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Braver/Wiser Archive
Braver/Wiser Archive
Worship
  • Building a Common Life

    Last fall, our weekly small-town newspaper had two stories I loved. One was a thank you note from the Animal Control Officer to several residents for rescuing a herd of five ponies and one goat. Apparently the goat figured out how to unlock the barn gate and liberated everyone...
    By Elea Kemler | 5/16/2018
  • Opportunities to Say Yes

    For forty days, I refused to say no. Last year for Lent, I decided to say yes to any request. I had only two rules: the request must do no harm, and to keep the practice authentic, I couldn’t tell anyone about it until it was over. When I came up with this Forty Days of...
    By Nathan Ryan | 3/14/2018
  • Strangers at the Door

    Ding-dong. When my friend Beth answered her door one day, she found a pair of earnest Mormon missionaries: young men wishing to chat with her about their religion. Beth being Beth, she invited her visitors in, listened to what they had to say, and in response shared her “good...
    By Erika A. Hewitt | 3/7/2018
  • Faithful

    We were in the car when Kirk, my three-year-old son, said, “We don’t need guns in school. I know what to do—you have to hide and be quiet. That’s what Ms. Laurie says.” I thought I misheard him. One. Two. Three: I waited to figure out what to say next. At the parent-...
    By Robin Tanner | 2/28/2018
  • Good Enough

    I call myself a recovering perfectionist. People usually laugh when I say that, not realizing how serious I am. Perfectionism has robbed me of joy and kept me from being present in my life. I remember a chamber ensemble concert in high school, for example, when we played a...
    By Lindasusan Ulrich | 1/31/2018
  • Stopping to Help

    Why is it that some people stop to help and others just keep going? In my adult life, I’ve happened upon a number of memorable car accidents. In one, a mother was unconscious while her small child was screaming in the back of the car. My friend and I raced to pull the child...
    By Rayla D. Mattson | 1/3/2018
  • The Dynamics of Silence

    Silence is dynamic: it does things. When silence becomes a living character in our personal narratives, it’s often an accomplice to power. When I was a new seminary graduate still short of the red-tape requirements for ministry, one of my mentors, who was married,...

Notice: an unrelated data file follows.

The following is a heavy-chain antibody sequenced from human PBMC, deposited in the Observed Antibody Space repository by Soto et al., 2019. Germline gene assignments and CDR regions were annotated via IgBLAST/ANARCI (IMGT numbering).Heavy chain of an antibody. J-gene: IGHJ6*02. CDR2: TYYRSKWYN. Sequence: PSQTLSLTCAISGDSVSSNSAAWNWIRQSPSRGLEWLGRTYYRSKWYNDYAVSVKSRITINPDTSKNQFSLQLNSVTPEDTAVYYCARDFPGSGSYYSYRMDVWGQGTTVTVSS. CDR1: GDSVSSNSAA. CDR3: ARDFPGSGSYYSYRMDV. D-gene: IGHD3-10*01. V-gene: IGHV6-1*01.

By Erika A. Hewitt | 11/15/2017
  • Pulled by a Fragile Thread

    5:00 a.m. A child is stirring… and up. Now I am, too. We call out to one another in the dark hallway. Call and response, we find one another. She crawls into our bed babbling about a turtle, then requests Cheerios. My phone buzzes with alerts. I pick it...
    By Robin Tanner | 10/4/2017
  • Multicultural Joy

    My second daughter got married in April. I had never been in such a place filled with Asian Americans. My husband and I are from Japan, and the groom’s parents are from Taiwan. Most family members and their partners looked East Asian, and so did most of the couple’s friends....
    By Yuri Yamamoto | 9/20/2017
  • "Change" Is a Word on Wheels

    Every Sunday morning, the church choir and I spend time in reflection and silence before we begin the first worship service. I often offer my thoughts on the day's theme or the state of the world, providing context to the message we bring. On a recent Sunday, I said to the...
    By DeReau K. Farrar | 9/12/2017
  • Meeting the Monstrous Beast

    There they are, by the hundreds, by the thousands, wading in chest-high water, holding backpacks and babies and plastic bags aloft. Rescues in bass boats and small drenched dogs and soaked teenagers piggy-backing grandmothers down what is usually a street, the current strong...
    By Teresa Honey Youngblood | 8/30/2017
  • Love's Pronoun Is Plural

    My son, Caleb, and I went to Starbucks on a recent Saturday morning. We often do this as a prelude to the weekly grocery shopping. It sweetens the deal, which is important, as he is about to be 14 and on the autism spectrum. Both of these factors contribute to his resistance to...
    By Elea Kemler | 7/19/2017
  • Good Intentions and Incomplete Efforts

    I’ve been doing a lot of guest preaching lately and it’s always a little awkward. I often don’t know how the congregation is used to doing things. Recently I’ve tripped on my robe, forgotten to extinguish the chalice, called someone by the wrong name, and gave the wrong musician...
    By Sean Parker Dennison | 3/29/2017
  • Tiny Deaths

    We sat on the back steps watching transfixed as hundreds of rust-red spiders, big as thumbs, dropped on strands of silk out of the pecan tree in the backyard. It was exquisite, a great exodus of faith and instinct, leaping from one life and floating down to the next. But then...
    By Teresa Honey Youngblood | 1/18/2017

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